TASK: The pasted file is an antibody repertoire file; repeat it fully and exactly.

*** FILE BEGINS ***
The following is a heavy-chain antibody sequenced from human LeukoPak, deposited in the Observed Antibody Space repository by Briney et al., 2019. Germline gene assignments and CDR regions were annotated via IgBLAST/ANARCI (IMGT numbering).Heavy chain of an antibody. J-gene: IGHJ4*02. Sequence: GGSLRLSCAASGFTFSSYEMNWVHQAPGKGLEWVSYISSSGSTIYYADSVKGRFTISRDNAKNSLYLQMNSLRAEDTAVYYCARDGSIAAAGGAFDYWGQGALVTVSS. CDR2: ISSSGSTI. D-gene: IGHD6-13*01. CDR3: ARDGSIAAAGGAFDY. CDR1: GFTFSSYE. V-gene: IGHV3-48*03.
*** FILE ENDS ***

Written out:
The following is a heavy-chain antibody sequenced from human LeukoPak, deposited in the Observed Antibody Space repository by Briney et al., 2019. Germline gene assignments and CDR regions were annotated via IgBLAST/ANARCI (IMGT numbering).Heavy chain of an antibody. J-gene: IGHJ4*02. Sequence: GGSLRLSCAASGFTFSSYEMNWVHQAPGKGLEWVSYISSSGSTIYYADSVKGRFTISRDNAKNSLYLQMNSLRAEDTAVYYCARDGSIAAAGGAFDYWGQGALVTVSS. CDR2: ISSSGSTI. D-gene: IGHD6-13*01. CDR3: ARDGSIAAAGGAFDY. CDR1: GFTFSSYE. V-gene: IGHV3-48*03.